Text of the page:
Esperance with BreadLocal — and I’m all mixed up!
So it was off to Esperance. I’d been averaging a workshop every couple of weeks so far. Suddenly I was flat out. In Esperance I had a busy itinerary, with two Bush Baking workshops and a demonstration bake to do; all in the space of about a week. In addition, I had to cast an eye over BreadLocal’s home based microbakery.
BreadLocal is the brainchild of Tiff Brown, who came to study with me some years back. She has continued her study of bread and pastry production processes in multiple countries over the whole time, and now creates sourdough loaves and croissants which are second to none. I was looking forward to catching up and seeing what was going on for her production wise. She had a few questions and things to try while I was there. It was going to be a fun week!
Tiff runs her bakery on a Market Master wood fired oven which was designed by Craig Miller and myself. Hers was a late ‘pre-production’ prototype, but you wouldn’t know it. It is a very well thought through piece of wood fired cooking equipment. My own oven, Luna, was the third generation prototype which, via a couple of other ovens, led to this one. Compared to mine, Tiff’s oven is streets ahead.
This was the first time I had ever seen her oven in the flesh, though Craig always sends me plans and fabrication pictures. There in Tiff’s nearly complete bakery, the Market Master looks formidable. I’m immediately jealous.
Tiff had been having some issues with steam generation in her oven. The system Craig developed has evolved from the one I have in my oven. Hers is certainly a better looking setup, with nice stainless water cylinders and proper plumbing. Tiff, however, wasn’t happy with it. She needed substantially more than the oven was generating.
We gave the oven a run the following day, and I was going to have a look at this issue. Tiff was also interested in exploring ways to make her baking more child friendly.
Tiff’s setup is at her home. It’s a converted garage, with two kitchen spaces — an oven room and a dough room. It’s been really well thought out, and built to a high standard by local tradespeople. When I arrived, the place was a flurry of activity, as these tradies were flat out getting the dough room finished in time for the upcoming workshop. To make matters a bit more complex, Tiff had also organised a rather large catering gig at her family’s farm just out of town on the weekend.
Oh, and did I mention that Tiff was also about 6 months pregnant; with a small (but delightful) boy (Ned) who was heading towards eighteen months when I was there? Yep. (Or, as Ned would put it, ‘No way!’)
Tiffany isn’t your normal baker. Indeed, she’s in a league of her own. Over the coming week I observed her super human powers gradually emerge.
Part of the mission for us while I was there was to explore ways she could make her baking session each week more ‘family friendly’. Her one full day each baking week had become a bit long, and Tiff wanted to work out a way of alleviating this issue before she had two little people to hang with very soon. I’ve been an advocate of the retardation process for many years, and Tiff had seen it in action at my place, so the plan was to see if it could be worked into her routine.
While I was there, we were also going to experiment with her oven. Tiff had been mainly using the top deck, as the bottom was too hot. The idea here was to figure out if using the bottom deck was at all workable in her typical bakery routine.
Meanwhile, I was prepping for my two workshops and demonstration bake (which was at the catering event I mentioned earlier). Part of Tiff’s idea was to make sure I had plenty of gigs to help pay for my trip there. For that I was eternally grateful, as this trip was expensive to do. The distances involved are enormous, no matter how you travel — by air or land, there is a cost.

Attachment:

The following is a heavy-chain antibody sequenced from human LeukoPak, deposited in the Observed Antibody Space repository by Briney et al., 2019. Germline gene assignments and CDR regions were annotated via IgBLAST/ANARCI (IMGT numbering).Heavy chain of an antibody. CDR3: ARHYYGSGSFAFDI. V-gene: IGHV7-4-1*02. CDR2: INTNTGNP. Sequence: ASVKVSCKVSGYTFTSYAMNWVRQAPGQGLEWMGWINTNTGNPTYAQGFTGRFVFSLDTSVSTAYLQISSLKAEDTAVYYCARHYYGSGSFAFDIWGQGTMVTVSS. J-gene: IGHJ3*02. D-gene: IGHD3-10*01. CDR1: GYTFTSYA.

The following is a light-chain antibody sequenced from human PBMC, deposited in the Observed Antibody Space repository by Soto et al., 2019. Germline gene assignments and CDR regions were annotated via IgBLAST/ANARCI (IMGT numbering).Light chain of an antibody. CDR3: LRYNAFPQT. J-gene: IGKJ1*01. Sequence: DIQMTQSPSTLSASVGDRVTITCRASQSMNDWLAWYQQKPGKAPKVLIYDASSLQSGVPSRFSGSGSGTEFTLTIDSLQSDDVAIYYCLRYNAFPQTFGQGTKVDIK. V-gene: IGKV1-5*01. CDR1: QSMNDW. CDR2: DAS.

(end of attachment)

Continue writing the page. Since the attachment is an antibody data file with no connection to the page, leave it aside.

Esperance, for anyone who is not familiar with the area, is on a remote piece of coastline in Western Australia. It’s a minimum of four hours’ drive from Esperance to the nearest proper town. It’s 3420 kilometers to my place from there. It’s a pretty place, with pink salt lakes, coastal wetlands, beaches, and large swathes of wheat country all around. Beyond that, you are going to be crossing the desert to get there. But wait; there’s more! It’s also a busy little tourist hub, and a grain focused port is a vital part of the town’s mixed economy.
I love port towns.
Esperance is a most unusual, diverse place. Farming, salt lakes, wetlands, coastline, tourism, the port, and I’m sure there is more in the mix I haven’t been able to touch on.
Tiff is a very accomplished organiser, and she had decided to have a go at catering for a hundred people in an old wool shed on her parent’s farm while I was in town. It became increasingly clear to both of us that she had a bit on her plate. I did too — though for entirely different reasons.
We busily worked our way through the week; her extended family all converged on the house and attended to an enormous list of coordinated activities painstakingly worked and re worked by Tiff as the week unfolded. We worked our way through her bake, and were successfully able to use the bottom deck. However, surprisingly, using both decks actually slowed her down. Tiff believed she was able to bake faster with only the top deck. This amazed me, but I could see what was happening, and she was definitely right.
Large double deck wood fired ovens are worked like conveyor belts. The baker ‘sets’ the formed dough on the hot bottom deck, and then transfers the ‘set’ loaves to the top deck for ‘crusting’. Once the dough is crusted, it is taken out or rotated, and at the same time the next load is put in for setting. This process works with the natural ambience of the oven; the fire is baffled away, underneath the bottom deck, sending flue gases all the way around the deck to the top. The heat is captured by stones on the roof, and radiated back down for the crusting part of the bake. In order to achieve the ‘conveyor belt’ effect, and to maximise the extra labour involved in ‘shuffling’ the bread from bottom to top, the baker needs quite a bit of dough to ‘work’ through the decks. Then, the heat in the bottom deck is gradually absorbed by the ongoing loading of cold dough. Basically, the longer the baking process is maintained, the faster the oven gets. This is, of course, only works when you can fire the oven continuously.